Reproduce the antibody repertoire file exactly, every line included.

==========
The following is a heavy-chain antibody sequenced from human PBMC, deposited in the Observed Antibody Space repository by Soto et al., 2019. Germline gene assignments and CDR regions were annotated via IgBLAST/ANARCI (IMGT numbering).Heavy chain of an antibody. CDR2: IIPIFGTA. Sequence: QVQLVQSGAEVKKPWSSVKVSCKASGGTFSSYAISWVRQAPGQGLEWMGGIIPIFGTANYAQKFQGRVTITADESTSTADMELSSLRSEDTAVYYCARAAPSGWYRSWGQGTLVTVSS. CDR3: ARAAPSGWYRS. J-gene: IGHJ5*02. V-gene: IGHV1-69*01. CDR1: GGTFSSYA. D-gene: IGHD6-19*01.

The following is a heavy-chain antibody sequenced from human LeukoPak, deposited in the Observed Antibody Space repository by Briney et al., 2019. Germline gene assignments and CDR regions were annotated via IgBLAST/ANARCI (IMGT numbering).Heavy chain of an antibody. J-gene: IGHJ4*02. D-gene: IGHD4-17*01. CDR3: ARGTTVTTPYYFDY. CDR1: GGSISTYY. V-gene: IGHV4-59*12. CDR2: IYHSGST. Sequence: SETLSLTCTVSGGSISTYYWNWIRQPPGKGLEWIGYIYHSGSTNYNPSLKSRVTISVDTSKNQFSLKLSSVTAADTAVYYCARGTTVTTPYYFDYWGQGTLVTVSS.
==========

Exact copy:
The following is a heavy-chain antibody sequenced from human PBMC, deposited in the Observed Antibody Space repository by Soto et al., 2019. Germline gene assignments and CDR regions were annotated via IgBLAST/ANARCI (IMGT numbering).Heavy chain of an antibody. CDR2: IIPIFGTA. Sequence: QVQLVQSGAEVKKPWSSVKVSCKASGGTFSSYAISWVRQAPGQGLEWMGGIIPIFGTANYAQKFQGRVTITADESTSTADMELSSLRSEDTAVYYCARAAPSGWYRSWGQGTLVTVSS. CDR3: ARAAPSGWYRS. J-gene: IGHJ5*02. V-gene: IGHV1-69*01. CDR1: GGTFSSYA. D-gene: IGHD6-19*01.

The following is a heavy-chain antibody sequenced from human LeukoPak, deposited in the Observed Antibody Space repository by Briney et al., 2019. Germline gene assignments and CDR regions were annotated via IgBLAST/ANARCI (IMGT numbering).Heavy chain of an antibody. J-gene: IGHJ4*02. D-gene: IGHD4-17*01. CDR3: ARGTTVTTPYYFDY. CDR1: GGSISTYY. V-gene: IGHV4-59*12. CDR2: IYHSGST. Sequence: SETLSLTCTVSGGSISTYYWNWIRQPPGKGLEWIGYIYHSGSTNYNPSLKSRVTISVDTSKNQFSLKLSSVTAADTAVYYCARGTTVTTPYYFDYWGQGTLVTVSS.